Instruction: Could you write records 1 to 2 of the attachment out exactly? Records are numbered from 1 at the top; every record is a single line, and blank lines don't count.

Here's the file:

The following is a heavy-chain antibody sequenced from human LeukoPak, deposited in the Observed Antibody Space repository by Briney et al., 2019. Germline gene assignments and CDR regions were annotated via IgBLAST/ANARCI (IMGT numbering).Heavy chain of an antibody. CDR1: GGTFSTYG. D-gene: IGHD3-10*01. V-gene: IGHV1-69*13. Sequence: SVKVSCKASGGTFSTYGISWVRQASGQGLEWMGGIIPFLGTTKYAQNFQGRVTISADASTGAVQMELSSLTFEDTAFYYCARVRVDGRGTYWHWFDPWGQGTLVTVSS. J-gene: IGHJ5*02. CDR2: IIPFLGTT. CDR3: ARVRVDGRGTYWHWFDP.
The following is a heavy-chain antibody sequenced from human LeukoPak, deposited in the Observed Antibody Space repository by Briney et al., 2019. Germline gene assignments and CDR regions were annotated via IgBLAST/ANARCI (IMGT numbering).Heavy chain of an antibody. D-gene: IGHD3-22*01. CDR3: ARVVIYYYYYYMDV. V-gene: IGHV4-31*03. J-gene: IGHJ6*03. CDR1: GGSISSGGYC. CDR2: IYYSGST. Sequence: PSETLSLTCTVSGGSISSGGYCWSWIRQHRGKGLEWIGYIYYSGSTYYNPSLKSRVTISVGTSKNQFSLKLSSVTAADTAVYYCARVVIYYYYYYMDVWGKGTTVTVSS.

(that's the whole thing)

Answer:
The following is a heavy-chain antibody sequenced from human LeukoPak, deposited in the Observed Antibody Space repository by Briney et al., 2019. Germline gene assignments and CDR regions were annotated via IgBLAST/ANARCI (IMGT numbering).Heavy chain of an antibody. CDR1: GGTFSTYG. D-gene: IGHD3-10*01. V-gene: IGHV1-69*13. Sequence: SVKVSCKASGGTFSTYGISWVRQASGQGLEWMGGIIPFLGTTKYAQNFQGRVTISADASTGAVQMELSSLTFEDTAFYYCARVRVDGRGTYWHWFDPWGQGTLVTVSS. J-gene: IGHJ5*02. CDR2: IIPFLGTT. CDR3: ARVRVDGRGTYWHWFDP.
The following is a heavy-chain antibody sequenced from human LeukoPak, deposited in the Observed Antibody Space repository by Briney et al., 2019. Germline gene assignments and CDR regions were annotated via IgBLAST/ANARCI (IMGT numbering).Heavy chain of an antibody. D-gene: IGHD3-22*01. CDR3: ARVVIYYYYYYMDV. V-gene: IGHV4-31*03. J-gene: IGHJ6*03. CDR1: GGSISSGGYC. CDR2: IYYSGST. Sequence: PSETLSLTCTVSGGSISSGGYCWSWIRQHRGKGLEWIGYIYYSGSTYYNPSLKSRVTISVGTSKNQFSLKLSSVTAADTAVYYCARVVIYYYYYYMDVWGKGTTVTVSS.